A good employee handbook can help your business run more efficiently and establish clear, positive employer-employee relationships. The goals of a handbook should include communicating expectations and setting out processes and chains of command to address various issues.
Your handbook should reflect your business values and facilitate the running of your company. Thus, it needs to be customized to your specific circumstances and goals. Consulting an attorney during the drafting process can help you avoid potential legal pitfalls.
To communicate effectively, the handbook must be in plain language your employees can understand. Avoid cramming it with industry jargon and legalese. Reading the book should lead employees to understand workplace rules and policies, how discipline works and what they must do should they face a problem at work.
Keep it realistic
Make sure you only include policies and procedures you are able and willing to adhere to. Some ideas may be great in theory but impractical to implement in your particular business setting. A handbook that contains ideas you will not put into practice is likely to fail in motivating employees and obtaining consistent behavior in the workplace. In addition, you do not want to include anything that may constitute a contractual promise, especially if you may not end up carrying it out.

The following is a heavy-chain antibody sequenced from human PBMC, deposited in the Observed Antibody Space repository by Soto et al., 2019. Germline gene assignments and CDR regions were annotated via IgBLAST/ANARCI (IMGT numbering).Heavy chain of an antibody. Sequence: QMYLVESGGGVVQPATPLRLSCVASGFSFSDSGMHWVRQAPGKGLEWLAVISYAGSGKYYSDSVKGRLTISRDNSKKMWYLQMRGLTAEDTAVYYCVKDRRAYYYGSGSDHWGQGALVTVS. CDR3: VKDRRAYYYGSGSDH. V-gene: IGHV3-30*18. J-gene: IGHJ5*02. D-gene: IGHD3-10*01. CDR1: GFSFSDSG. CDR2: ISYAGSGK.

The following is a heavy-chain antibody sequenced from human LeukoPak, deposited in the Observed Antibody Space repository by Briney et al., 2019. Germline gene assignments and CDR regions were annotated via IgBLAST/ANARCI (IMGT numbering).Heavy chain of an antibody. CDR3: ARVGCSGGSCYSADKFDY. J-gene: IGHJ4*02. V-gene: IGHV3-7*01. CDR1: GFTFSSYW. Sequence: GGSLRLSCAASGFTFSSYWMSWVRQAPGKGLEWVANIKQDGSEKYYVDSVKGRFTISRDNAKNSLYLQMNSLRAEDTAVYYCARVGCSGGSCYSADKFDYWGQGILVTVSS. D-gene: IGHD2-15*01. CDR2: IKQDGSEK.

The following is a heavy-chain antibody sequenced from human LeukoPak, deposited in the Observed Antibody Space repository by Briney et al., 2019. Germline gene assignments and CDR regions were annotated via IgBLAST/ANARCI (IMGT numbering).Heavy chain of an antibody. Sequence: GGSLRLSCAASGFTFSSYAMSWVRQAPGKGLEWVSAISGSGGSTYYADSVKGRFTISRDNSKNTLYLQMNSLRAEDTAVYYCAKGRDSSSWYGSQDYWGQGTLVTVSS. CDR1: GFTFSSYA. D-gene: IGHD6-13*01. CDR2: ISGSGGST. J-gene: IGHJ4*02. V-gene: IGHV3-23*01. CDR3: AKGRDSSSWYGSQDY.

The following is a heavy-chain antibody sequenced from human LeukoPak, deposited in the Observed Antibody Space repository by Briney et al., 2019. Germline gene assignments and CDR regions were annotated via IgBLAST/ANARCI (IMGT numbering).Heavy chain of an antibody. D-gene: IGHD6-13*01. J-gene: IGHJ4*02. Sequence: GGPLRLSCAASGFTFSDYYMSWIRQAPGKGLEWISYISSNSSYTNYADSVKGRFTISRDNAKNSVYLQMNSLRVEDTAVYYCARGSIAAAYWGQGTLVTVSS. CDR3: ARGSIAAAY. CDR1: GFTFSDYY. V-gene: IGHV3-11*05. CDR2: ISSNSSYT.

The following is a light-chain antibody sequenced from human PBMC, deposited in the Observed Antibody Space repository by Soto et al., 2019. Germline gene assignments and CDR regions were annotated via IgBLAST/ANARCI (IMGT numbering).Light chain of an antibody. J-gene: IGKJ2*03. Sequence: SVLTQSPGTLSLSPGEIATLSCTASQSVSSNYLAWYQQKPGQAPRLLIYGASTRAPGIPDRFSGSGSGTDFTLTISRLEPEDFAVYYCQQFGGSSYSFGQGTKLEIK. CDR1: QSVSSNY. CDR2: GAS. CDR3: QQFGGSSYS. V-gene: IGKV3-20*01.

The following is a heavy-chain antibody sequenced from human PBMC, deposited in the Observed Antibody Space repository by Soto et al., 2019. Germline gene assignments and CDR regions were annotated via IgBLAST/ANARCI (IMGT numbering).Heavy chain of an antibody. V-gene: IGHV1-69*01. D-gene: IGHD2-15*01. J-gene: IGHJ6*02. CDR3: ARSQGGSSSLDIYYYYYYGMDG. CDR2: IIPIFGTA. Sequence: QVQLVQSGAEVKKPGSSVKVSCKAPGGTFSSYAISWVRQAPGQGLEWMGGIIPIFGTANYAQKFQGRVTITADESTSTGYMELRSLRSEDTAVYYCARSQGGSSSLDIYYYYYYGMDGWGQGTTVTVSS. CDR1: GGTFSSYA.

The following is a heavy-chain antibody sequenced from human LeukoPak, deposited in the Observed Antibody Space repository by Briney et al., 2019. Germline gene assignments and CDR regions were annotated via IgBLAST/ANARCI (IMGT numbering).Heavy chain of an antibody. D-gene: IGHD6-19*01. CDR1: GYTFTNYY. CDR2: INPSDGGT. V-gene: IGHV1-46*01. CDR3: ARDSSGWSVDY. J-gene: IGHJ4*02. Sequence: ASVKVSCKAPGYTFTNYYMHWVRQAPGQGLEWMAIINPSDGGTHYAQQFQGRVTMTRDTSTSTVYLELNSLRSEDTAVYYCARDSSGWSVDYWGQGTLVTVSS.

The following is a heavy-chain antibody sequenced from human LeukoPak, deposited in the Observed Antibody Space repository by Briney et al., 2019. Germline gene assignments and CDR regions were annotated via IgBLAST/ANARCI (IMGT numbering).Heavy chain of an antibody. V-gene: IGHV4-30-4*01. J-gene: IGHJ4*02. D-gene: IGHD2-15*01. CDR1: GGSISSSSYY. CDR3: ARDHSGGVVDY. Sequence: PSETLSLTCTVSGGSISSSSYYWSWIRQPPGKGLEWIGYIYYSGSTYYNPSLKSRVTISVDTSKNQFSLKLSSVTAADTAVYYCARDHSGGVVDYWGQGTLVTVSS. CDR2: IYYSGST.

It is also prudent to ensure you clearly differentiate the employee handbook from any type of employment contract. Clear, visible disclaimers asserting employment is at-will can help avoid claims that the book created a contractual relationship.
Your handbook can play an important role in motivating employees and generating buy-in into your company’s goals. Include a clear mission statement along with a concise description of the business’s goals and the role employees play in achieving it.
Keep pace with changes
Human resources experts also recommend employers review and update handbooks on a regular basis. As your company and the marketplace continue to change and evolve, you may want to adapt your content. In addition, have a lawyer review it as well, as changes in the law can also necessitate updates.